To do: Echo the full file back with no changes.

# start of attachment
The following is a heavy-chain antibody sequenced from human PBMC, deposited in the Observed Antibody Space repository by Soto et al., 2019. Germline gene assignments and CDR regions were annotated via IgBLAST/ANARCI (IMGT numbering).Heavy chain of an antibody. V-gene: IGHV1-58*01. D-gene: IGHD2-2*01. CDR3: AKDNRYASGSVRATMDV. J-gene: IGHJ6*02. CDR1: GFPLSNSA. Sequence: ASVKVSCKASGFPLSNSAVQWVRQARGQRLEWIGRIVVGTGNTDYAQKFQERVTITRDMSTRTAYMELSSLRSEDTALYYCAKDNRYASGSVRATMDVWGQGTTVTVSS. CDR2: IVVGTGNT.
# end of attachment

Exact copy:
The following is a heavy-chain antibody sequenced from human PBMC, deposited in the Observed Antibody Space repository by Soto et al., 2019. Germline gene assignments and CDR regions were annotated via IgBLAST/ANARCI (IMGT numbering).Heavy chain of an antibody. V-gene: IGHV1-58*01. D-gene: IGHD2-2*01. CDR3: AKDNRYASGSVRATMDV. J-gene: IGHJ6*02. CDR1: GFPLSNSA. Sequence: ASVKVSCKASGFPLSNSAVQWVRQARGQRLEWIGRIVVGTGNTDYAQKFQERVTITRDMSTRTAYMELSSLRSEDTALYYCAKDNRYASGSVRATMDVWGQGTTVTVSS. CDR2: IVVGTGNT.